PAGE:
Never does the poem offer the explicit metaphorical mapping “Society is a building.” The poem’s own metaphorical expressions, on the other hand, point to a tension between the skyscraper as an awe-inspiring symbol of collective achievement, and the skyscraper as a money-making machine commissioned and controlled by “the master-men who rule the building.” Understood in historical context, that tension corresponds to two competing future visions of “the new American society”: it could potentially honor every “soul,” or be completely dominated by unregulated industrial capitalism.

At stake was the future of American workers. Would they ever enjoy an eight-hour workday, decent wages, compensation for job-related injury? Would child labor be outlawed? Or would workers continue to be the victims of employers’ unchecked power, while labor union organizers got beaten by the police, framed by the courts and executed? Would the rights to freedom of speech and assembly continue to be violated in the name of public safety? Sandburg cared deeply about those questions. And nowhere in the United States was the battle for labor fought more furiously than in the city of Chicago, where Sandburg had gone to write for a pro-labor newspaper amidst ongoing strikes.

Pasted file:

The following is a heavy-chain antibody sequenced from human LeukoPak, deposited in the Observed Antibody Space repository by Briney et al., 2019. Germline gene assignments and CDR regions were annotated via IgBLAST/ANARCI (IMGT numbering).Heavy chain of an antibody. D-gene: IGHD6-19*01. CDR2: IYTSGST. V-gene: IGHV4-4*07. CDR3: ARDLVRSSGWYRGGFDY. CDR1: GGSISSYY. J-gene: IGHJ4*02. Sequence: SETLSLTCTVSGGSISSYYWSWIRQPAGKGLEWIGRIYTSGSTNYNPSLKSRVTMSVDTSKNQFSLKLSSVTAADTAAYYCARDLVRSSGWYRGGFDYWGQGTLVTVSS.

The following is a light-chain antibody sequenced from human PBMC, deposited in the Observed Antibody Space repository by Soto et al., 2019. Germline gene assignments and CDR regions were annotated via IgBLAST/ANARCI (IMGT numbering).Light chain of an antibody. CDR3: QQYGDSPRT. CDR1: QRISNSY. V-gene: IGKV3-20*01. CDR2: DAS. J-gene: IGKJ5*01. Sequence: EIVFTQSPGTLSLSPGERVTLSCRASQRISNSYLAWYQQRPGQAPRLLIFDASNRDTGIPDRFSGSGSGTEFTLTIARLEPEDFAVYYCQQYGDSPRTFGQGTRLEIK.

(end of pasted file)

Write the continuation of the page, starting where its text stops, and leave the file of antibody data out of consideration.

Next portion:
Challenges to unregulated capitalism were associated in the public mind with anarchist violence, though violence often began when the police, at the behest of big business, fired into crowds of peaceful strikers. This may be why Sandburg’s publisher pressured him to soften the more radical tone of The Chicago Poems. “Skyscraper” leaves open the question of what more specific target domain, other than “new American society,” corresponds to the specificity of the source domain “skyscraper” at the level of mental spaces. That more specific target domain, I suggest, involves the “complex abstract system” of industrial capitalism.